With the interior painted, the cab panels were built up on the floor plate, and the fit here was pretty much perfect. The only areas to watch are the joints between the sides of the windscreen frame and the tops of the front doors. There are no alignment pins to keep these parts flush so it's best to use clamps or tape until the glue has set. Due to the way ICM have engineered the kit, the cab needs to be attached to the chassis before the bonnet and front grill are added, so these parts were kept separate for now, as was the roof panel. I also decided to leave the glazing out until the main painting was finished.
As the cab needs to be in place on the chassis before the rear bodywork can be added, I decided to get it painted and decaled while it was still separate. The window apertures were masked off, and the roof, bonnet and grill were temporarily attached, held in place with tape on the undersides. The main colour is, of course, red, but the doors and bonnet stripes are white and it's easier to spray these first. The first step was to lay down a primer coat, in this case, Alclad White Microfiller, and this was followed by Gunze C107 Character White, sprayed over the areas that would remain white.
With the doors and bonnet stripes masked off, it was time to break out the red paint. Gunze AVC-07 Red was used to lay down the main base colour, then a little Tamiya X-6 Orange was added to the red to spray some highlights over the centre of the larger panels. Shading was then added around panel lines and in less exposed corners, this time by adding a little XF-9 Hull Red into the base colour.
With the masking removed, the decals were added, which again went down flawlessly. The glazing had its framing masked and sprayed (rubber black for the windscreen and aluminium for the quarter lights on the doors) and then installed using PVA to avoid damaging the clear parts. I decided to replace the windows in the rear doors with pieces of clear plastic sheet so I could pose them partly wound down. The clear parts for the indicators and roof lights were brush painted with Tamiya Clear Orange before installation. At this stage, I'd also given the panel lines and raised details a pin wash with a dark brown oil paint.
At this point, I decided to fit the floor plate for the rear body, as it would still be possible to fit the cab with the rear floor in place. It was here that I noticed an error in the instructions that would no doubt have spoilt my day latter on had I not checked ahead. The rear floor is shown being fitted in step 86 in the instruction, but a couple of pages later, in step 97, you're told to fit an extended exhaust pipe, part of which runs between the top of the chassis and the underside of the rear floor. It would be impossible to fit the exhaust had the rear floor already been installed. Not a problem so long as you know ahead of time. Just make sure to add the pipe before the floor.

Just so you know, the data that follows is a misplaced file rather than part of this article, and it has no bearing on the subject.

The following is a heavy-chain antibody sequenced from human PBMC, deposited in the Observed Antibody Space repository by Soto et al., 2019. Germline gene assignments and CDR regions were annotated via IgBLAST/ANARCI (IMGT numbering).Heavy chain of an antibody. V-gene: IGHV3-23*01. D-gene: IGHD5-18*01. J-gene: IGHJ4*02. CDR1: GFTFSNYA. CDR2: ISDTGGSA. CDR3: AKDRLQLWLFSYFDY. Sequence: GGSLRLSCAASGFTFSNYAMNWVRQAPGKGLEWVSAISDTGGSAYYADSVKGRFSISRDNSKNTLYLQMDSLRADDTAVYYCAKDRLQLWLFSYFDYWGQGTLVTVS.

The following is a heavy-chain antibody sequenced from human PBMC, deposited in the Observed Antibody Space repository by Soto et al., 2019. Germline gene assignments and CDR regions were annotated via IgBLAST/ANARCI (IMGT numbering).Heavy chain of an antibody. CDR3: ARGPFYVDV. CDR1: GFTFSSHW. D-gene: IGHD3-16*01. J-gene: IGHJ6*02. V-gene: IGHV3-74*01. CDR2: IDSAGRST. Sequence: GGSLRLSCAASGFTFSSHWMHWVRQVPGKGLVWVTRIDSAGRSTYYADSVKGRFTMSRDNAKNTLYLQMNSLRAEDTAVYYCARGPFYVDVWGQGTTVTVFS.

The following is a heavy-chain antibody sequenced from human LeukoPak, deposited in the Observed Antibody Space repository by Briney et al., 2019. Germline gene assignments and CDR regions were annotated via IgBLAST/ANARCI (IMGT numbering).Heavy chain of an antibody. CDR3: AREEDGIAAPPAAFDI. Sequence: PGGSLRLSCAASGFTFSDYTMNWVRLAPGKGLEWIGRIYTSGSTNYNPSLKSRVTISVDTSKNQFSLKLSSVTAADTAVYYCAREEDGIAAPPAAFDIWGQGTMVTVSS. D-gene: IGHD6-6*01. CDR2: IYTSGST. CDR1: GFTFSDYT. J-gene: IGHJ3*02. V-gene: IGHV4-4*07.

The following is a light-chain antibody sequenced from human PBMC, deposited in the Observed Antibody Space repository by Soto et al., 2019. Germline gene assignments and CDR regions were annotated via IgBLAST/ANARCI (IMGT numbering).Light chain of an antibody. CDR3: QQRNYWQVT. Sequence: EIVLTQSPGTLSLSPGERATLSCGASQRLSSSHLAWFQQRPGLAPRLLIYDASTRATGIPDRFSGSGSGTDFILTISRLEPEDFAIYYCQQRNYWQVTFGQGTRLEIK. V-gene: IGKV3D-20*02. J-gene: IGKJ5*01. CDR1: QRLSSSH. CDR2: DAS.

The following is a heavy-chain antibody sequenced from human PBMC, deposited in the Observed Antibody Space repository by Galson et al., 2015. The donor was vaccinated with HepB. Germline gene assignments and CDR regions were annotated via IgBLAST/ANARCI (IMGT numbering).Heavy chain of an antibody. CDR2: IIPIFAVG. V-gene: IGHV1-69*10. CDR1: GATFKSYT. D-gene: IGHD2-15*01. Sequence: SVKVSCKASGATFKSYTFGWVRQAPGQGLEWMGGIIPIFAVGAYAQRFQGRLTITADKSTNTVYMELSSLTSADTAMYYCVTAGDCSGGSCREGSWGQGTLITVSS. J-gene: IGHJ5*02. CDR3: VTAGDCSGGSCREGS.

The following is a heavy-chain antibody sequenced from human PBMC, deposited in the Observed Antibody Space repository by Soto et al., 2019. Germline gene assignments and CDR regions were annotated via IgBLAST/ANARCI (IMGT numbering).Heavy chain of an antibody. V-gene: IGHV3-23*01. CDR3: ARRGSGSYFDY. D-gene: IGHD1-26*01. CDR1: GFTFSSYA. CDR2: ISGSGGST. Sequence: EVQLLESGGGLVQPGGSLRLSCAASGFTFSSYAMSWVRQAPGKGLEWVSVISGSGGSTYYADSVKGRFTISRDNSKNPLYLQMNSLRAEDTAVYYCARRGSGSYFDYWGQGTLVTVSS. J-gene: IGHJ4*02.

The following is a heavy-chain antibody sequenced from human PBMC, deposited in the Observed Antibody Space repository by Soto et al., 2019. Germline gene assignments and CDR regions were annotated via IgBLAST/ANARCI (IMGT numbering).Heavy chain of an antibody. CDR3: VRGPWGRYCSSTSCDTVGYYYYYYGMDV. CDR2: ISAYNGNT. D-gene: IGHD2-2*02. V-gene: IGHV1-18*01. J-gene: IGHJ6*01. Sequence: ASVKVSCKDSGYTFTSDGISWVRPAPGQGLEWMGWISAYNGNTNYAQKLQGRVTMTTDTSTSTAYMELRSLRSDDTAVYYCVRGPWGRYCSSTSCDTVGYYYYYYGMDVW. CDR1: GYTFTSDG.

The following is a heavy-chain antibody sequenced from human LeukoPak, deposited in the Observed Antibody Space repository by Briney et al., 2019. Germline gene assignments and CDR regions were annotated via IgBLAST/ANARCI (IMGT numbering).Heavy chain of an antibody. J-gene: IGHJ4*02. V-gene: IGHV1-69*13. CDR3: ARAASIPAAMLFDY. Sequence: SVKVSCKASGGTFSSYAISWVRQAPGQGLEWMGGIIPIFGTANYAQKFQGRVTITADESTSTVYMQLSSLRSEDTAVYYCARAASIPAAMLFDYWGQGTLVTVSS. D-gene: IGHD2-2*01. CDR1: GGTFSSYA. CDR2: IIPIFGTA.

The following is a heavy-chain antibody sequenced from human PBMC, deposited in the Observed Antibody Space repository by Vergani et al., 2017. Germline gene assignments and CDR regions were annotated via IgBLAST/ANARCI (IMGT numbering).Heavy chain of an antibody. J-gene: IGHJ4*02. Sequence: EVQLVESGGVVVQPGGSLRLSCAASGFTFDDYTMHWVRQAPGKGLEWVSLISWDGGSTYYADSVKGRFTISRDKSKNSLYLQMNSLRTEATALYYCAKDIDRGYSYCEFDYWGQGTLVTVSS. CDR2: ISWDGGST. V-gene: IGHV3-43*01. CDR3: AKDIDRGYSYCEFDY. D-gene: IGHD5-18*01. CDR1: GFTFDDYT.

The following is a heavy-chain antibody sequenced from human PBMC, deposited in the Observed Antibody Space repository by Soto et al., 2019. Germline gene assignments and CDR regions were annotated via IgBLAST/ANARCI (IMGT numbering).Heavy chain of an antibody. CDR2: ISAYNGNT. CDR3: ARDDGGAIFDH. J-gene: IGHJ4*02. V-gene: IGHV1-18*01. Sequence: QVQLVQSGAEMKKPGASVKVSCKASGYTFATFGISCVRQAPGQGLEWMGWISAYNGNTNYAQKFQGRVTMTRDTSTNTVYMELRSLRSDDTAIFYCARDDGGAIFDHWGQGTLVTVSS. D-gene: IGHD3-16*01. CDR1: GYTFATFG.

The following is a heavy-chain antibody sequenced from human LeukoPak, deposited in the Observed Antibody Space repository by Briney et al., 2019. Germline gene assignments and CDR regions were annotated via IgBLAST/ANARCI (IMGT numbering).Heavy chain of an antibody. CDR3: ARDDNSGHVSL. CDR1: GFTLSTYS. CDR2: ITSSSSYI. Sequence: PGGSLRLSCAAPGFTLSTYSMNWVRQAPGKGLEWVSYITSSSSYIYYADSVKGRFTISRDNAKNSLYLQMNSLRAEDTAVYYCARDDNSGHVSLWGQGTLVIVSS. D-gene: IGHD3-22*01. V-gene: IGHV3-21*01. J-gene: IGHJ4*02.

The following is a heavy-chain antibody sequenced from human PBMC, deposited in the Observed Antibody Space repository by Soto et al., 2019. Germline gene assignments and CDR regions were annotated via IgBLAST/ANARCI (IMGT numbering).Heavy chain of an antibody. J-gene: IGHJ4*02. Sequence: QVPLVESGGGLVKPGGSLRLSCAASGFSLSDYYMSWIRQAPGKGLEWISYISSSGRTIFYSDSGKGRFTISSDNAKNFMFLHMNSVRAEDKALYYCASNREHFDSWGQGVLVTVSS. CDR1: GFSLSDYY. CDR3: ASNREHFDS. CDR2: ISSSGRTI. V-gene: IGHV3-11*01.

With the floor plate and exhaust sorted, I went ahead and permanently fixed the cab in place. This needs to be installed by sliding the cab along the chassis rails from behind the engine block, as the engine is too wide for the cab to be dropped directly down over it. This is the reason the front grill and bonnet need to be kept separate until the cab is attached. Despite sounding like a slightly cumbersome construction step, the cab actually attaches very easily, the inside edges of the engine compartment sliding easily under the block until the whole assembly clicks into place.
Once in place, the front grill and bonnet can be added. The fit here was very good, so no worries about having to fill any gaps and any associated risk of damaging the paintwork. If you wish, the bonnet can be left loosely attached so it can be removed to view the engine compartment, although I chose to glue mine position.
We finish the construction and painting of this kit in the last part of the article at this link on TMN
Andy Moore 

Thanks to ICM for sending this kit to Andy to Review and next up to build. You can see more about their models on the ICM Website